Undue Influence by Anita Brookner

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This book seems distinctly anachronous. Anita Brookner’s single lady with her own means, inherited London flat, a bit of a job in a bookshop that she doesn’t really need, deceased parents etc seems to belong to a different era than the 1999 world where this book was published. But in among the distinct lack of plot here there’s a Big Issue seller, answering machines and other things that place the book in a time it seems not to fit into very well. It’s all distinctly old fashioned. On the whole I quite like Brookner’s careful take on the world and the measured approach of her characters but this one was just a bit too nothing-y in the end.


More information about this book can be found on goodreads.
This was a paperback.

After the Bombing by Clare Morrall

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This is the sort of book I race through and then wish I’d taken a bit more time to savour it. I’ve liked all Clare Morrall’s previous books and this was no exception. It switches between 1942, in the aftermath of the bombing of Exeter with the story centred on a girl’s boarding school (though it’s not in any way a “girl’s boarding school story”), and then back to the same place in 1963. Only a couple of characters from the earlier story appear in the later one, and putting all the pieces together is one of joys of the book. If I had to make a complaint it would be that I would have liked to know a bit more about some of the other characters in the earlier story, but maybe that would have made it a different book, as it’s the effects of the loss of people and places from our lives, and the fact that everything must change, that makes this so interesting.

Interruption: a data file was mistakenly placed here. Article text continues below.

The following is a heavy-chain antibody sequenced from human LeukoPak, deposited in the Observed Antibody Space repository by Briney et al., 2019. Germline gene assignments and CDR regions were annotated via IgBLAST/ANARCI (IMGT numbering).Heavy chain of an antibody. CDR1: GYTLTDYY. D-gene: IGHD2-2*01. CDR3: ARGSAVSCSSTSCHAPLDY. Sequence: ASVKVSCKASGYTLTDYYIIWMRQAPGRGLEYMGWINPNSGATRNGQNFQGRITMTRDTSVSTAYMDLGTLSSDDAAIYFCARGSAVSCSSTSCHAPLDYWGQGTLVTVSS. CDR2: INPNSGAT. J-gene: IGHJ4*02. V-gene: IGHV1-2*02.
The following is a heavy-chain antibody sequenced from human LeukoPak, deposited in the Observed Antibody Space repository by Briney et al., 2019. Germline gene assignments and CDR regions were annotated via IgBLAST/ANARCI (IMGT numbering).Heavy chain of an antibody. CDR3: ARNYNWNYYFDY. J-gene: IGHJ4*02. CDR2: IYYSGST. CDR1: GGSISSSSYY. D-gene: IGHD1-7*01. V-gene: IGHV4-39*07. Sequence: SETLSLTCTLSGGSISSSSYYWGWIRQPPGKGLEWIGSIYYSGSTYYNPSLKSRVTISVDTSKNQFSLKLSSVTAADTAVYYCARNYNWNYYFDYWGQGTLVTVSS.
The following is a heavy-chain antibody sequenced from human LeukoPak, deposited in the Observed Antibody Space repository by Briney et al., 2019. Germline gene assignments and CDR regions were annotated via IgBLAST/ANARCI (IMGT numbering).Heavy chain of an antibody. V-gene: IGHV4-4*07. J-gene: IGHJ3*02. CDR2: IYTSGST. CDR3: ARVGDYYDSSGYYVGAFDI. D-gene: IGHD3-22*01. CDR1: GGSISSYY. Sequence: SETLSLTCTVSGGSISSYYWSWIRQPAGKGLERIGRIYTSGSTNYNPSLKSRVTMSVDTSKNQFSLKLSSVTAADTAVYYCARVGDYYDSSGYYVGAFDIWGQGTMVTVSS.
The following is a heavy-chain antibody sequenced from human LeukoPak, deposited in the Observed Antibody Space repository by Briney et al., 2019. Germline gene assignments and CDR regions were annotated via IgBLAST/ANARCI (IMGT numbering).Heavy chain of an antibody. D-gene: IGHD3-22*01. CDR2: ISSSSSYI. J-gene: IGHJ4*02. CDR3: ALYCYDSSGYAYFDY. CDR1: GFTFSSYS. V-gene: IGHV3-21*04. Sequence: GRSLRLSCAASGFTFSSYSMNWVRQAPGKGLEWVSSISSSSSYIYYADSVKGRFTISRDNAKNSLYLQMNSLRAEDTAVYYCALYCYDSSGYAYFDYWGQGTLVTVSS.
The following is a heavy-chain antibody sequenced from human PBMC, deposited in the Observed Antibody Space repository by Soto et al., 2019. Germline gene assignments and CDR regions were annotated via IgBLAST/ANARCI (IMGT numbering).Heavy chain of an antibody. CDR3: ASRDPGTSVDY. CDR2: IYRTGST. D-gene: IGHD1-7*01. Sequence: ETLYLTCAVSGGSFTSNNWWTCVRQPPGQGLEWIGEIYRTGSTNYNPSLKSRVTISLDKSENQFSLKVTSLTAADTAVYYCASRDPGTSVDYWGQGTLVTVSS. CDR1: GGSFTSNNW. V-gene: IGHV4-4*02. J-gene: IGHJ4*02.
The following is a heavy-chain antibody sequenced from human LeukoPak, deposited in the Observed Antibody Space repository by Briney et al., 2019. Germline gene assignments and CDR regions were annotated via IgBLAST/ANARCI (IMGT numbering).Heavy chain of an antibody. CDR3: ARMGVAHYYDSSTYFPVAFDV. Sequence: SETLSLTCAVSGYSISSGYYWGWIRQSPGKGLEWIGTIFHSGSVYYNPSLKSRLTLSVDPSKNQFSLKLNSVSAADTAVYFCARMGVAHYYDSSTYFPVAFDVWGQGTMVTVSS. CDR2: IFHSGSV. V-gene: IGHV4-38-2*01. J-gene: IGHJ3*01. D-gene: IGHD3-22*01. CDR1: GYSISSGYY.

More information about this book can be found on goodreads.
This was a kindle eBook.